• Pot towel: This represents our family home and life together.  Whilst a pot towel holds no actual significance, I liked that it is a good representation of fabric for texture and it was just the right size to put alongside my other items.  I found that my favourite media for this object was charcoal as it was the most accurate result.  My second favourite media was the oil pastel due to the white of the background showing through, similar to the actual object.

As a few quick exercises to familiarise myself with the group of objects before I got to work on my actual final piece, I decided to attempt some basic exercises I remembered from my school days:

  • A continuous line drawing: I wanted to practice my skill of looking without removing my pencil from the page or looking down and relying solely on my hand / eye co-ordination to reach a final piece.  Whilst I think the piece looks like something my three-year-old could do, I can see my skill of looking is actually improving somewhat and it is something I will work on more going forward, especially if I am going to create quick, rough sketches of things which may move position quickly (such as people in a café etc).
Assignment One continuous line drawing
  • A drawing with my left (non-dominant) hand:  I am rather ambidextrous anyway, but I thought by attempting to use my non-dominant hand, I may be able to remove my inhibitions and potentially see something with the other side of my brain which I hadn’t previously seen.  What resulted was actually that I could not really apply any pressure to the piece with the pencil.  I also found that my scaling ability was rather
Assignment One left-hand drawing

I also drew a ‘normal’ quick sketch of the group of objects, using very quick, rough marks to highlight points of note in the objects – the spines on the cactus, the folds in the material and so on.

Assignment One expressive lines and marks quick sketch

I then created another quick sketch of the basic shapes I could see in the group of objects as a point of reference when completing my final piece.

Assignment One basic shapes seen in group of objects

The End Result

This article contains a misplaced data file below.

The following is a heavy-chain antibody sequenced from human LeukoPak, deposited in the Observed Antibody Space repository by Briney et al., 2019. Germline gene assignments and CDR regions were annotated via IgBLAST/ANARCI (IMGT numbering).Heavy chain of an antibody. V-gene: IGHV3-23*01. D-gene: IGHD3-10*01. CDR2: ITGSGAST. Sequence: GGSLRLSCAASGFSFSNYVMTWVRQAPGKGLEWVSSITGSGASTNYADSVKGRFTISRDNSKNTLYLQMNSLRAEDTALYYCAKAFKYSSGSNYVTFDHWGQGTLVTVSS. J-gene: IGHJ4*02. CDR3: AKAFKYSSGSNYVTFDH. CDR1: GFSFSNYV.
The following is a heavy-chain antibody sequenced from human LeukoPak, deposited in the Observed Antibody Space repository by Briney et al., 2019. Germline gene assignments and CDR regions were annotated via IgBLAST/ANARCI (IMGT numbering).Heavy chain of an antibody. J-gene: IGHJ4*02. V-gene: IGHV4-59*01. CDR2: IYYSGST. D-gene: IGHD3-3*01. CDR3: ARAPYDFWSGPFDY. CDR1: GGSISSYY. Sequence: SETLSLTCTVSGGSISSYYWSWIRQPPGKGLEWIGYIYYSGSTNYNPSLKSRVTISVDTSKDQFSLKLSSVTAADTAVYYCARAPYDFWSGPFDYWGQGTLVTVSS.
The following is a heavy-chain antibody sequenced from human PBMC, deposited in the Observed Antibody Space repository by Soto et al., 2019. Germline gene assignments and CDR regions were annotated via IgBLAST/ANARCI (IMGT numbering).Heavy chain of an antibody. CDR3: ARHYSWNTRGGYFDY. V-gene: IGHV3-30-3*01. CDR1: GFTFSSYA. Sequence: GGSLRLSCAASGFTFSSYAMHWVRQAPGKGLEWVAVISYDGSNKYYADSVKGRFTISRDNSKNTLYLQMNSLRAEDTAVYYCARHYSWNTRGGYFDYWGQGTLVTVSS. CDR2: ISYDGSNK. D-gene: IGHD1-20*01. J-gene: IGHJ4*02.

I decided to begin my final piece in charcoal as that had had the best results in my experiments.  I created a sketch of the basic shapes and outline of the piece, then moved on to creating a base layer of shadows and tone with willow charcoal.  Once I had finished that, I worked into the tone to deepen certain areas with a charcoal conté stick, lift areas with the lightest tonal value with a putty rubber and also used a white soft pastel conté stick for such areas as the cactus’s spines due to the ease of control provided.

Overall, I think this piece has been quite successful, however, I think I have misjudged the proportions and scale of the plant pot.  I really like how my pot towel worked out and have found a real passion for fabrics.  I found the metal tool rather hard to recreate due to still not having the best grasp on working with reflected light, but I think my pearl bracelet and plastic toy sheep has turned out rather well.  I really enjoyed creating the cactus, but think changing the spines to white instead of using the charcoal, as I did in my experimental sketch, has lost some of its structure and realism, although it does create a ‘fuzziness’ which is apparent in cacti, so maybe it is actually somewhat better than I think? 

Assignment One: Finished Piece

Looking at the piece from afar, I think I may have overworked the darkest tones and, in doing so, have created a cartoon-like response, which I was determined to try to avoid.  Maybe I should accept that that is just my style of working, but I am determined to improve in this area.  I have definitely learned some skills to take with me into the next part of my course.